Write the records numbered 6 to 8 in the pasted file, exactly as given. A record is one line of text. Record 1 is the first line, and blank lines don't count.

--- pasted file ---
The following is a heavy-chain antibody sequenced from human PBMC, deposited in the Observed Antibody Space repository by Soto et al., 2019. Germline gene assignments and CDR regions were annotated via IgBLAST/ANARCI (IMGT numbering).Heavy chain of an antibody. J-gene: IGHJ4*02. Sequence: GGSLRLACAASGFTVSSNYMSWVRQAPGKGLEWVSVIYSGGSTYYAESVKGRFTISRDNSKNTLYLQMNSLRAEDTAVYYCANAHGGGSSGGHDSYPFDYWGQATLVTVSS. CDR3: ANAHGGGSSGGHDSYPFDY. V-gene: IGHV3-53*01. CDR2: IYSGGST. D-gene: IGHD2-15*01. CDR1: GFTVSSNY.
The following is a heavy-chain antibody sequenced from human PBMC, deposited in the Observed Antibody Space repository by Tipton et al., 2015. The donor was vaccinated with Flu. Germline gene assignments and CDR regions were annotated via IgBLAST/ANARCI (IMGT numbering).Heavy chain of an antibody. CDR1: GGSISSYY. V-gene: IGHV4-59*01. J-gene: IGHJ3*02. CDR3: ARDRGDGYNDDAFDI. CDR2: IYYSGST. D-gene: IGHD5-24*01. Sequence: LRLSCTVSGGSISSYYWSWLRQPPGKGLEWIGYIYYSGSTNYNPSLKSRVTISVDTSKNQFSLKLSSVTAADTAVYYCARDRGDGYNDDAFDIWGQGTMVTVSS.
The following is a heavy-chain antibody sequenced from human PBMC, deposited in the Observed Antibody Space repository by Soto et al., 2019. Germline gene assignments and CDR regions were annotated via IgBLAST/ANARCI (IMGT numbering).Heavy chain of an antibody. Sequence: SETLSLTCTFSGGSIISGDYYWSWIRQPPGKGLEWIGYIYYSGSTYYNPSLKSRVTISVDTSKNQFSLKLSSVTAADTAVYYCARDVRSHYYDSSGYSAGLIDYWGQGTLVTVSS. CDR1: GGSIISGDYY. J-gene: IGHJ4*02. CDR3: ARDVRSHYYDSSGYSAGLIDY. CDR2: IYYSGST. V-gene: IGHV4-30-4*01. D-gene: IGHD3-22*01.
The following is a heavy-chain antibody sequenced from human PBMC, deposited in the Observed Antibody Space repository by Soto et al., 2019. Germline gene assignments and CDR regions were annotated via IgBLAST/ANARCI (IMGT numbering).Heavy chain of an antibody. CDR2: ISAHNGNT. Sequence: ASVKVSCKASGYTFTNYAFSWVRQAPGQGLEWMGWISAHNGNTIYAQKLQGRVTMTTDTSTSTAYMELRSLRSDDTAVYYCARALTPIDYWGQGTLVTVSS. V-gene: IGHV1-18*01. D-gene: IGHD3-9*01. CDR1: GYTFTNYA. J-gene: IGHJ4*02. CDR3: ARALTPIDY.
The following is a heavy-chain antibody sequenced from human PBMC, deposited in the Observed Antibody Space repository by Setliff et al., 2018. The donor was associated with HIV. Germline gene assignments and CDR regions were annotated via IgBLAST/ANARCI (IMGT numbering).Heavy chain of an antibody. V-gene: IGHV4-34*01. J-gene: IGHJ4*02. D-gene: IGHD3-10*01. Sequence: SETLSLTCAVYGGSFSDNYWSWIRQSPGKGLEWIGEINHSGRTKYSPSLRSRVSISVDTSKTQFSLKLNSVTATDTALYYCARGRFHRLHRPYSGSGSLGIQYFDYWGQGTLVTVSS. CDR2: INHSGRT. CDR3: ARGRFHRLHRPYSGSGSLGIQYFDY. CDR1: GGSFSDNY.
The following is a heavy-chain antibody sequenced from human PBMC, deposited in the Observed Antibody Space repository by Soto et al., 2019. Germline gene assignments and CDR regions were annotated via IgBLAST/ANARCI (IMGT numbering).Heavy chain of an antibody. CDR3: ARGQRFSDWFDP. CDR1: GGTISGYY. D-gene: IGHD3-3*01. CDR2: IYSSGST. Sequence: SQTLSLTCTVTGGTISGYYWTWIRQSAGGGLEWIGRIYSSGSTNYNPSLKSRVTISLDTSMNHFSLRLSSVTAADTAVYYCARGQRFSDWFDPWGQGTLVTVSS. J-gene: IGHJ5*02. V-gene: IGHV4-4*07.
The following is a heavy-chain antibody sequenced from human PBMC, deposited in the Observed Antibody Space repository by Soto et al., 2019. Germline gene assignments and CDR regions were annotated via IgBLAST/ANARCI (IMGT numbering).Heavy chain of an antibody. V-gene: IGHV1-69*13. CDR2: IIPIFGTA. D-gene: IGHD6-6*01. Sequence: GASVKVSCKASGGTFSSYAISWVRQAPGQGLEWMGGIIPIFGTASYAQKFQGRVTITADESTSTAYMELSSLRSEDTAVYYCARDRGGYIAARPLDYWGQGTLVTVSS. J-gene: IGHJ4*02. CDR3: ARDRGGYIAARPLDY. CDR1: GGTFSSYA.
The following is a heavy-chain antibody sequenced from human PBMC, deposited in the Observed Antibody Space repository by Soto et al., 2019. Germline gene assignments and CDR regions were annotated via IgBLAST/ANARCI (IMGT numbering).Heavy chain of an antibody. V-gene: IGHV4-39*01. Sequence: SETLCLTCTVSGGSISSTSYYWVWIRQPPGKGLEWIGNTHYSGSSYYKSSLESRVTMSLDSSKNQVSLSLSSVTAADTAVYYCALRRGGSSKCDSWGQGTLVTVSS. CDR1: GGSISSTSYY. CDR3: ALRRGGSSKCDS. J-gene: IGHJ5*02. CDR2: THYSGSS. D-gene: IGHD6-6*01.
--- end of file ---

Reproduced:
The following is a heavy-chain antibody sequenced from human PBMC, deposited in the Observed Antibody Space repository by Soto et al., 2019. Germline gene assignments and CDR regions were annotated via IgBLAST/ANARCI (IMGT numbering).Heavy chain of an antibody. CDR3: ARGQRFSDWFDP. CDR1: GGTISGYY. D-gene: IGHD3-3*01. CDR2: IYSSGST. Sequence: SQTLSLTCTVTGGTISGYYWTWIRQSAGGGLEWIGRIYSSGSTNYNPSLKSRVTISLDTSMNHFSLRLSSVTAADTAVYYCARGQRFSDWFDPWGQGTLVTVSS. J-gene: IGHJ5*02. V-gene: IGHV4-4*07.
The following is a heavy-chain antibody sequenced from human PBMC, deposited in the Observed Antibody Space repository by Soto et al., 2019. Germline gene assignments and CDR regions were annotated via IgBLAST/ANARCI (IMGT numbering).Heavy chain of an antibody. V-gene: IGHV1-69*13. CDR2: IIPIFGTA. D-gene: IGHD6-6*01. Sequence: GASVKVSCKASGGTFSSYAISWVRQAPGQGLEWMGGIIPIFGTASYAQKFQGRVTITADESTSTAYMELSSLRSEDTAVYYCARDRGGYIAARPLDYWGQGTLVTVSS. J-gene: IGHJ4*02. CDR3: ARDRGGYIAARPLDY. CDR1: GGTFSSYA.
The following is a heavy-chain antibody sequenced from human PBMC, deposited in the Observed Antibody Space repository by Soto et al., 2019. Germline gene assignments and CDR regions were annotated via IgBLAST/ANARCI (IMGT numbering).Heavy chain of an antibody. V-gene: IGHV4-39*01. Sequence: SETLCLTCTVSGGSISSTSYYWVWIRQPPGKGLEWIGNTHYSGSSYYKSSLESRVTMSLDSSKNQVSLSLSSVTAADTAVYYCALRRGGSSKCDSWGQGTLVTVSS. CDR1: GGSISSTSYY. CDR3: ALRRGGSSKCDS. J-gene: IGHJ5*02. CDR2: THYSGSS. D-gene: IGHD6-6*01.